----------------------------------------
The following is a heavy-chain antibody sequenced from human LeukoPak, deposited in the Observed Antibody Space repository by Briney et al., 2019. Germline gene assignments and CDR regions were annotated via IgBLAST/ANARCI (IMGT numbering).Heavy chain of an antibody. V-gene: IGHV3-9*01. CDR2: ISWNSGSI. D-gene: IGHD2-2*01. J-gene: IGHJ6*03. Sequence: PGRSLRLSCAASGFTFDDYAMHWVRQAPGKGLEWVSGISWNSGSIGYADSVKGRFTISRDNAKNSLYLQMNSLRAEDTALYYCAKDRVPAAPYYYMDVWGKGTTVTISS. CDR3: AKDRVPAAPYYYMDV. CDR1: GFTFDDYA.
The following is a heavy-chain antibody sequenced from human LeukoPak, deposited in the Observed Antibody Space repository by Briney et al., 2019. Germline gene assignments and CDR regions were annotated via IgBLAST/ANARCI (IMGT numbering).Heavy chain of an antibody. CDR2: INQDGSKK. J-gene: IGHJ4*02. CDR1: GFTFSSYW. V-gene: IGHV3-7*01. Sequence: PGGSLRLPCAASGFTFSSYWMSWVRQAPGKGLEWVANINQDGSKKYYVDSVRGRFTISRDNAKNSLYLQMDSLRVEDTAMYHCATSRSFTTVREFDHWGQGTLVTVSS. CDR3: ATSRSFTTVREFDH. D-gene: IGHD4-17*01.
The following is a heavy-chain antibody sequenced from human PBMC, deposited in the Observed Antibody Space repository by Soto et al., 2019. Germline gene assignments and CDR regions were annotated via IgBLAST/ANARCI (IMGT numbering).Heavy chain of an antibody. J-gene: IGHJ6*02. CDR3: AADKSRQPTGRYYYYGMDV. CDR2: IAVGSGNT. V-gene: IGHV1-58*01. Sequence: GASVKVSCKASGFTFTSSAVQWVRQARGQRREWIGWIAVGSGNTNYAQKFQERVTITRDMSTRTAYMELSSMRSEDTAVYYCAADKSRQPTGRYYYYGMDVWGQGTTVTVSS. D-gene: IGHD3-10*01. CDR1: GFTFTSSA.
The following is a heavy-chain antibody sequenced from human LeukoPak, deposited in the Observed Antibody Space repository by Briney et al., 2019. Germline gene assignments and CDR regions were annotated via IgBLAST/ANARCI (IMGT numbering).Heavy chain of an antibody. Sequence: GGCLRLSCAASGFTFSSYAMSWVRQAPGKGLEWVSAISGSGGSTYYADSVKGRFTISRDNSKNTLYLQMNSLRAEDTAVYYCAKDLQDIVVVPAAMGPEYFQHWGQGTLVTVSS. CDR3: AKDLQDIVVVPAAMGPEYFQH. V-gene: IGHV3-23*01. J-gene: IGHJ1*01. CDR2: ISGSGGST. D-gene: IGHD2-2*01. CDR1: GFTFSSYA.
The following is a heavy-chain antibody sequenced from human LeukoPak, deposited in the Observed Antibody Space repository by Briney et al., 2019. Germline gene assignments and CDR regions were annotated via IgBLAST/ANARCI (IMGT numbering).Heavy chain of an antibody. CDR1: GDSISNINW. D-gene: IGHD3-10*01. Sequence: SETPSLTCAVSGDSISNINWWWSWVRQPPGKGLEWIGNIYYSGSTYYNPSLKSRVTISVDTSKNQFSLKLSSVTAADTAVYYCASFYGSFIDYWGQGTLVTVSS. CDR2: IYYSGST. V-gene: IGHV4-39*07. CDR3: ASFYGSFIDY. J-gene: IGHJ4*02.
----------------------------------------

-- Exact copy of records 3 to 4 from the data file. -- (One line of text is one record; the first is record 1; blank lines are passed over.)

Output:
The following is a heavy-chain antibody sequenced from human PBMC, deposited in the Observed Antibody Space repository by Soto et al., 2019. Germline gene assignments and CDR regions were annotated via IgBLAST/ANARCI (IMGT numbering).Heavy chain of an antibody. J-gene: IGHJ6*02. CDR3: AADKSRQPTGRYYYYGMDV. CDR2: IAVGSGNT. V-gene: IGHV1-58*01. Sequence: GASVKVSCKASGFTFTSSAVQWVRQARGQRREWIGWIAVGSGNTNYAQKFQERVTITRDMSTRTAYMELSSMRSEDTAVYYCAADKSRQPTGRYYYYGMDVWGQGTTVTVSS. D-gene: IGHD3-10*01. CDR1: GFTFTSSA.
The following is a heavy-chain antibody sequenced from human LeukoPak, deposited in the Observed Antibody Space repository by Briney et al., 2019. Germline gene assignments and CDR regions were annotated via IgBLAST/ANARCI (IMGT numbering).Heavy chain of an antibody. Sequence: GGCLRLSCAASGFTFSSYAMSWVRQAPGKGLEWVSAISGSGGSTYYADSVKGRFTISRDNSKNTLYLQMNSLRAEDTAVYYCAKDLQDIVVVPAAMGPEYFQHWGQGTLVTVSS. CDR3: AKDLQDIVVVPAAMGPEYFQH. V-gene: IGHV3-23*01. J-gene: IGHJ1*01. CDR2: ISGSGGST. D-gene: IGHD2-2*01. CDR1: GFTFSSYA.